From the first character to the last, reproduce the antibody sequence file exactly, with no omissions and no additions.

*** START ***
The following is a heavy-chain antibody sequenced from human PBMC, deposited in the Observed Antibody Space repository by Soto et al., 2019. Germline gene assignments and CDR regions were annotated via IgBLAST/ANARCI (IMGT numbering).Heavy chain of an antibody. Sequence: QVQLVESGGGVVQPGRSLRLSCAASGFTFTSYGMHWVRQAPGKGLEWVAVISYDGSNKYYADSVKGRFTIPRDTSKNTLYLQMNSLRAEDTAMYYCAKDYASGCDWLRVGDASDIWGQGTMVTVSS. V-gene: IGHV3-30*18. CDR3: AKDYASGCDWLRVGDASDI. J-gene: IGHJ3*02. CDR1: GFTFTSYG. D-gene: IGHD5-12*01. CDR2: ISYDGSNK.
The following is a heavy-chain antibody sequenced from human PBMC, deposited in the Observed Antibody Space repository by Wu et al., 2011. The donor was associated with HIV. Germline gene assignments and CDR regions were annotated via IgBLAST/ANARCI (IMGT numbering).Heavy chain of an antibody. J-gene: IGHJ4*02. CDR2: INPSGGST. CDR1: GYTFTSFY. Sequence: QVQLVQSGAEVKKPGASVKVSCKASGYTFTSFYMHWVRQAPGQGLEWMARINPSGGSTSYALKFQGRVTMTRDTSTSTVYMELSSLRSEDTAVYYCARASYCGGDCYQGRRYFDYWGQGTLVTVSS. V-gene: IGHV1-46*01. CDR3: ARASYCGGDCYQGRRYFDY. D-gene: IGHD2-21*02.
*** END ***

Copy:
The following is a heavy-chain antibody sequenced from human PBMC, deposited in the Observed Antibody Space repository by Soto et al., 2019. Germline gene assignments and CDR regions were annotated via IgBLAST/ANARCI (IMGT numbering).Heavy chain of an antibody. Sequence: QVQLVESGGGVVQPGRSLRLSCAASGFTFTSYGMHWVRQAPGKGLEWVAVISYDGSNKYYADSVKGRFTIPRDTSKNTLYLQMNSLRAEDTAMYYCAKDYASGCDWLRVGDASDIWGQGTMVTVSS. V-gene: IGHV3-30*18. CDR3: AKDYASGCDWLRVGDASDI. J-gene: IGHJ3*02. CDR1: GFTFTSYG. D-gene: IGHD5-12*01. CDR2: ISYDGSNK.
The following is a heavy-chain antibody sequenced from human PBMC, deposited in the Observed Antibody Space repository by Wu et al., 2011. The donor was associated with HIV. Germline gene assignments and CDR regions were annotated via IgBLAST/ANARCI (IMGT numbering).Heavy chain of an antibody. J-gene: IGHJ4*02. CDR2: INPSGGST. CDR1: GYTFTSFY. Sequence: QVQLVQSGAEVKKPGASVKVSCKASGYTFTSFYMHWVRQAPGQGLEWMARINPSGGSTSYALKFQGRVTMTRDTSTSTVYMELSSLRSEDTAVYYCARASYCGGDCYQGRRYFDYWGQGTLVTVSS. V-gene: IGHV1-46*01. CDR3: ARASYCGGDCYQGRRYFDY. D-gene: IGHD2-21*02.